Despite his plea Boro was sentenced to death by hanging. In the melee of crisis and conflict in 1966 Nigeria, the sentence was not carried out and he was pardoned by then Nigerian Head of State General Gowon. When war broke out in 1967, Boro surprisingly enlisted and fought on the side of the federal Nigerian forces against whom he campaigned. He was killed in action on May 17, 1968 aged just 32. He was buried in Lagos at the Ikoyi cemetery. His widow Georeie Deyeha Adaka Boro is still alive. She was pregnant with their child Deborah when her husband was killed, and gave birth to Deborah after her husband’s death.
The old adage states that “One man’s terrorist is another man’s freedom fighter.” In Nigeria’s Niger Delta the armed gangs who have mounted a years’ long armed campaign against the Nigerian federal government have so far been tagged “militants” despite a sustained campaign of vandalism against oil installations and kidnapping which has badly disrupted Nigeria ‘s oil production and contributed to spiralling global oil prices.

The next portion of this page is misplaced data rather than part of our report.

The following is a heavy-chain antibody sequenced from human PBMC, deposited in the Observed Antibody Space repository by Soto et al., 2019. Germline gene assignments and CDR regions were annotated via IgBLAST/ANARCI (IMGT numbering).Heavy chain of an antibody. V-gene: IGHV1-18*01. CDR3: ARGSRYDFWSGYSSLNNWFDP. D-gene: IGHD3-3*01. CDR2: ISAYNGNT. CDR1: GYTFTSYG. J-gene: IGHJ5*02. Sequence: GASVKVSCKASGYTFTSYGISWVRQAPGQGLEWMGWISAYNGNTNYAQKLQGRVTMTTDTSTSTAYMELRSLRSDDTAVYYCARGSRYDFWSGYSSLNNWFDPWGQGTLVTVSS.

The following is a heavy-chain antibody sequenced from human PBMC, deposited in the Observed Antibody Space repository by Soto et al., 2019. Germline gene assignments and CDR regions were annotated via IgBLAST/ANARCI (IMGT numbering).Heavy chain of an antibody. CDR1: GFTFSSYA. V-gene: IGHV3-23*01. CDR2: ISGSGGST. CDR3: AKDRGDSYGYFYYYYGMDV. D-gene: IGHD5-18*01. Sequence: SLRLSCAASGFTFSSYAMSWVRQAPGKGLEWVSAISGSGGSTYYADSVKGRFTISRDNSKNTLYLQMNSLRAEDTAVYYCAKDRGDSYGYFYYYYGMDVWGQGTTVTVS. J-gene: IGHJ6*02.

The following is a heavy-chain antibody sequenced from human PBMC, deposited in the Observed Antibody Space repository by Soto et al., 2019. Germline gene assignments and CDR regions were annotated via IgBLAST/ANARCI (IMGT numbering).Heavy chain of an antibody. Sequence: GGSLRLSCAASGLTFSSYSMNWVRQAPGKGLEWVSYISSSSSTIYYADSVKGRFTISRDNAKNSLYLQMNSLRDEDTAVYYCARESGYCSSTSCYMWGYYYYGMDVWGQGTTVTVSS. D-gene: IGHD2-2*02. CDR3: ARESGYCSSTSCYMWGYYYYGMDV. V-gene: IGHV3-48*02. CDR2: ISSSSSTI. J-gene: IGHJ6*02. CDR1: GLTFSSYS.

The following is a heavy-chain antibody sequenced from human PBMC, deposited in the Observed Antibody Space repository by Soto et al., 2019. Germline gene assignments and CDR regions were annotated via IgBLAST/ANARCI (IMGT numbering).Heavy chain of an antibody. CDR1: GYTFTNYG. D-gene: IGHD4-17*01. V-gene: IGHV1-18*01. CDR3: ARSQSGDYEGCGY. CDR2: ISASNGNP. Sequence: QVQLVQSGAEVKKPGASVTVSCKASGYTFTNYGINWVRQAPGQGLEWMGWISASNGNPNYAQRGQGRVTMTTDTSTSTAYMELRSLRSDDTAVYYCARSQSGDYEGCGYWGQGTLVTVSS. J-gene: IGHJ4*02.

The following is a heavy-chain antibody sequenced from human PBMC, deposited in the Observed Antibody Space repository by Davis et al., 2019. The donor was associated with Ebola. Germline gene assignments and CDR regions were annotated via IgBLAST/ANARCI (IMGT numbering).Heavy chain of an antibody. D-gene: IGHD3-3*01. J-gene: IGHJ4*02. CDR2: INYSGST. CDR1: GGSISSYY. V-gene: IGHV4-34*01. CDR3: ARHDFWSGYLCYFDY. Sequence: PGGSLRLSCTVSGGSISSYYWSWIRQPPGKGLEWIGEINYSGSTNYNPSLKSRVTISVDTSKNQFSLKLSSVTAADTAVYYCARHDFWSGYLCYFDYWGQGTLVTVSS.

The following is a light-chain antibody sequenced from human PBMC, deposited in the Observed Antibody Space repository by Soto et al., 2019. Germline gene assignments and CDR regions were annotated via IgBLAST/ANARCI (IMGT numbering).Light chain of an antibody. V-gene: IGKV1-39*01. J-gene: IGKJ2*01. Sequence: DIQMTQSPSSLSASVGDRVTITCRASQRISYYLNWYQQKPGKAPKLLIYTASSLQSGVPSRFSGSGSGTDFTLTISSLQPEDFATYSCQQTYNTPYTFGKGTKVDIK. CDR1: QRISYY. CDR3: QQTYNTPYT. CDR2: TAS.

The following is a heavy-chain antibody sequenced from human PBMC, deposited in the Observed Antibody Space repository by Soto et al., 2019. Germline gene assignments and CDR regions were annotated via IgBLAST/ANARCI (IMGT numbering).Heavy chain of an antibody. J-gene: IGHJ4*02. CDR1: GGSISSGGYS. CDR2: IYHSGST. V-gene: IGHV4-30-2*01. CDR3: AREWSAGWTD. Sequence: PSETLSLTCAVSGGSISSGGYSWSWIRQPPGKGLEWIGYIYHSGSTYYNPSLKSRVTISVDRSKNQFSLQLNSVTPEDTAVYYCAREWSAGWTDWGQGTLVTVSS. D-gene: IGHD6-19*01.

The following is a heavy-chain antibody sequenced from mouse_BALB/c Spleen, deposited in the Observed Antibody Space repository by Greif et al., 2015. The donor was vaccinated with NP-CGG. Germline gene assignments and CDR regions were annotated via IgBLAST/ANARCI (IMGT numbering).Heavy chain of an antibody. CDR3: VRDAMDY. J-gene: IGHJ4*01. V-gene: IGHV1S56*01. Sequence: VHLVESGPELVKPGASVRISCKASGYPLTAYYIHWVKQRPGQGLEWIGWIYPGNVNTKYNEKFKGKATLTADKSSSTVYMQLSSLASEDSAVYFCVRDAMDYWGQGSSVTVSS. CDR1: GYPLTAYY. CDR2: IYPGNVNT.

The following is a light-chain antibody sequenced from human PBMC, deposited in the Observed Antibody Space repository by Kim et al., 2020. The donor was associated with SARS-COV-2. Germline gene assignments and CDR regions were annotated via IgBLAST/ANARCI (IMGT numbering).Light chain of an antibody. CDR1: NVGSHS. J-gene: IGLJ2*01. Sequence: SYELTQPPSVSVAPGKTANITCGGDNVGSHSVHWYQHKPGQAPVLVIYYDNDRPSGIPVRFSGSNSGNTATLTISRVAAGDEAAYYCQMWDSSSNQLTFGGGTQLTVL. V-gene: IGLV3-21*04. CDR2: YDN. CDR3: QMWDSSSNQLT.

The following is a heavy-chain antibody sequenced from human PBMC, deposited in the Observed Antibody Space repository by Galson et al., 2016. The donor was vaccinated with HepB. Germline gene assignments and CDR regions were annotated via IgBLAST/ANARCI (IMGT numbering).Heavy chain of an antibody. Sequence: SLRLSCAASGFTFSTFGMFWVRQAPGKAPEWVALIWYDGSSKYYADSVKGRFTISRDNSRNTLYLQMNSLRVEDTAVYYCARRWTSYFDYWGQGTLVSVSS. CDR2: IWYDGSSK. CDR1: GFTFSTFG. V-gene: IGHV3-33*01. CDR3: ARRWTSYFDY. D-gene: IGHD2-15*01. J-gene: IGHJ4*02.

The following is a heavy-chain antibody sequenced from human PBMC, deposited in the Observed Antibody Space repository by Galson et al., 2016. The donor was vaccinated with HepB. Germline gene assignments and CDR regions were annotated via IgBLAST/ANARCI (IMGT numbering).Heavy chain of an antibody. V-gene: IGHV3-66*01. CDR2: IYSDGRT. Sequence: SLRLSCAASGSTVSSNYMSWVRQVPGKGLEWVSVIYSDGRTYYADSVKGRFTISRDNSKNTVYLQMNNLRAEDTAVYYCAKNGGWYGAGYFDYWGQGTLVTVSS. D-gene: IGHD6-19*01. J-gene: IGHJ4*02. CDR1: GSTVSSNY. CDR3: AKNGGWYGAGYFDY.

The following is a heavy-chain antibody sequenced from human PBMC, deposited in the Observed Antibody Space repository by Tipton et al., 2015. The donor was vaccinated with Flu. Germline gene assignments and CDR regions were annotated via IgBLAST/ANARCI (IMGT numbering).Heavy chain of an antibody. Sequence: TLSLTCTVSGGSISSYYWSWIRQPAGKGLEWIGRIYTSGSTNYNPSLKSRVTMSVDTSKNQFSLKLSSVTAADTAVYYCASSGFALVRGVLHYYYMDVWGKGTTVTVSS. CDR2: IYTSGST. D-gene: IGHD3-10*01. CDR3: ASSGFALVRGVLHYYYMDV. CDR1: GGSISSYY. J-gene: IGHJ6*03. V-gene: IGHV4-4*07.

Despite their activities, the armed gangs responsible for these attacks have not been dubbed “terrorists”. In today’s post September 11 dichotomy, being labelled a terrorist organisation is a death knell and would cripple their struggle. Perhaps the gangs have been able to avoid the terrorist yoke because there is genuine sympathy for their cause in Nigeria and abroad.
OIL, “BLACK GOLD” AND THE NIGER DELTA GRIEVANCES